Professor J Niclassen, organist and music critic of the Fremdenblatt of Hamburg, described Shepard’s performance in these terms:

Soft, mysterious, sphere like tones, coming and going, fall on our ear... tone-pictures full of poetic charm. Most remarkable is the unfailing surety of touch, in spite of the darkness, especially in octave and wide jumps. Between short pauses, four or five selections followed one another, all completely different in character, giving the widest play to the imagination of the listeners. Suddenly one hears a basso of colossal register, the singer at the same time playing an accompaniment that makes the grand piano quiver… while the mighty basso penetrated to bone and marrow...  

[T]he accompaniment becomes more subdued, and to a melodious theme rises a soprano voice of sympathetic quality, which to about the second ‘G’ has a youthful boyish character, but in the highest notes it becomes a decided soprano. A duet is now carried on alternately between a powerful basso and a beautiful soprano, which decidedly belongs to the most extraordinary manifestations in the realm of music.4

Matt Marble writes:

He has been lauded by esteemed minds, such as William James and Edmund Wilson, while he befriended significant artists of the period, such as architect Claude Bragdon, composer Arthur Farwell, and writers Alexandre Dumas, Maurice Maeterlinck, Stephane Mallarmé, Paul Verlaine, and Walt Whitman. Mallarmé once proclaimed that Grierson did “with musical sounds, combinations and melodies what Poe did with the rhythm of the words”; as Maeterlinck announced Grierson to be “the supreme essayist of our age.”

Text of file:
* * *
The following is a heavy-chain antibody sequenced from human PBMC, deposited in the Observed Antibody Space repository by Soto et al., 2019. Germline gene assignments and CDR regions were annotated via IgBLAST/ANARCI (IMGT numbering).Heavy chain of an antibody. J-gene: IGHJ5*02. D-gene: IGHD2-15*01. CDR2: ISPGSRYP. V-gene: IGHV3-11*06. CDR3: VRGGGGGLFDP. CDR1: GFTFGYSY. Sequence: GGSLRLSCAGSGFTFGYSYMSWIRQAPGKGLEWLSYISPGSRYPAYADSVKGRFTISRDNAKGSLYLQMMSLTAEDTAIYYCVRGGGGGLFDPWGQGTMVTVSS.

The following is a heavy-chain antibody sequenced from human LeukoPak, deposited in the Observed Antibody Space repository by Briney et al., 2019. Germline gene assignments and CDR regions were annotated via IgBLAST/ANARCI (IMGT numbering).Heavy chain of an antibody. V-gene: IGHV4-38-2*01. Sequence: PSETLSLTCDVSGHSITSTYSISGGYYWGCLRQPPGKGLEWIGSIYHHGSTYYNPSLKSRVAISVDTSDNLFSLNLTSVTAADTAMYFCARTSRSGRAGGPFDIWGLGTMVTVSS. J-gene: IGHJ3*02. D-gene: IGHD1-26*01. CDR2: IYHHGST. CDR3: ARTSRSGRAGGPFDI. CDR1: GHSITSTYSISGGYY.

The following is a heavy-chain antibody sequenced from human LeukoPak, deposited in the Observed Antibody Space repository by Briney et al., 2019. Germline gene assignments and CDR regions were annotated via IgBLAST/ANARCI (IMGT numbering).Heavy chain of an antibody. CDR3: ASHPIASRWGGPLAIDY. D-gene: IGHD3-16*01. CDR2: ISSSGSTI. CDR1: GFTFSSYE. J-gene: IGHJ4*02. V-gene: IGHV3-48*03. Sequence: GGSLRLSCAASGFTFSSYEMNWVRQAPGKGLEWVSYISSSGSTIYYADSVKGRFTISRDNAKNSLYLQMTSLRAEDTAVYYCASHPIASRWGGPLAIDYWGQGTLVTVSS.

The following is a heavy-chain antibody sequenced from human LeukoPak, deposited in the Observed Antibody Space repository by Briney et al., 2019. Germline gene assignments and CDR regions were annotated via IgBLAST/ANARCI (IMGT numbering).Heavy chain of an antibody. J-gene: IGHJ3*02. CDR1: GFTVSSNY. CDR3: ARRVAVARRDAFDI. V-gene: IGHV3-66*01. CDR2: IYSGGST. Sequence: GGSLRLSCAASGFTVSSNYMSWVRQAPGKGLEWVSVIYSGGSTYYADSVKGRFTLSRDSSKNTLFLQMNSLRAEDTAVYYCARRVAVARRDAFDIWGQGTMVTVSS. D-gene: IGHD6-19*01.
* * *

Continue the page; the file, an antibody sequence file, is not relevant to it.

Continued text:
Adding to the mystique of his medial music practice and prophetic writings, Grierson’s appearance over the years offered as much mystery to the onlooker: rouged cheeks, a waxed or orange-dyed mustache, wigs, a ruby ring surrounded by diamonds (and other expensive jewelry given by the royalty he entertained), and a fur coat made of 3,000 squirrel skins. He was known by many notable artists and royal powers as a genius, a madman, or both; but he fascinated the majority he encountered. Dumas had told Grierson during his passage through Paris in the 1860’s, “[w]ith your gifts you will find all doors open before you.”5

Melvyn Willin

See also: The Illusioned Ear: Disembodied Sound & The Musical Séances Of Francis Grierson, an extended biographical appreciation by Matt Marble.



Blavatsky, H. P. (1875): ‘A word with the singing medium, Mr Jesse Sheppard’. Boston Spiritual Scientist 2, July 8.

Campbell Holms, A. (1925). The Facts of Psychic Science and Philosophy. Keegan Paul.

Crane, C. (1987). ‘Jesse Shepard and the spark of genius’. Journal of San Diego History, Spring-Summer, 33/2 & 3.

Fodor, N. (1964). Between Two Worlds: Amazing True Case-Histories of the Occult, the Mysterious, the Marvellous and the Supernatural. West Nyack, NY: Parker.

Gaddis, V. H. (1994). ‘Mystery of the Musical Medium’. Borderlands 50/3.

Grierson, F. (1899). Modern Mysticism and Other Essays. London: George Allen.

Grierson, F. 1901: The Celtic Temperament and Other Essays. London: George Allen.

Grierson, F. (1909). The Valley of Shadows. London. A. Constable.

Grierson, F. (1913). The Invincible Alliance and Other Essays. New York. John Lane.

Grierson, F. (1918). Abraham Lincoln, the Practical Mystic. New York. John Lane.

Marble, Matt (nd). The Illusioned Ear: Disembodied Sound & The Musical Séances Of Francis Grierson.

Shepard, J. (1870). ‘How I became a Musical Medium’. Medium and Daybreak Journal. May 6th. London.

Simonson, H. P. (1966). Francis Grierson: A Biographical and Critical Study. New York: Twayne Publishers.

Willin, M. (2005). Music, Witchcraft and the Paranormal. Ely: Melrose.

Wisniewski, Prince A. (1894). The Journal of Light. April 28, London.


  • 1. Gaddis, 1994.
  • 2. Cited in Willin, 2005.
  • 3. Wisniewski,1894, 86.
  • 4. Campbell Holms, 1925, 239.
  • 5. Marble, nd.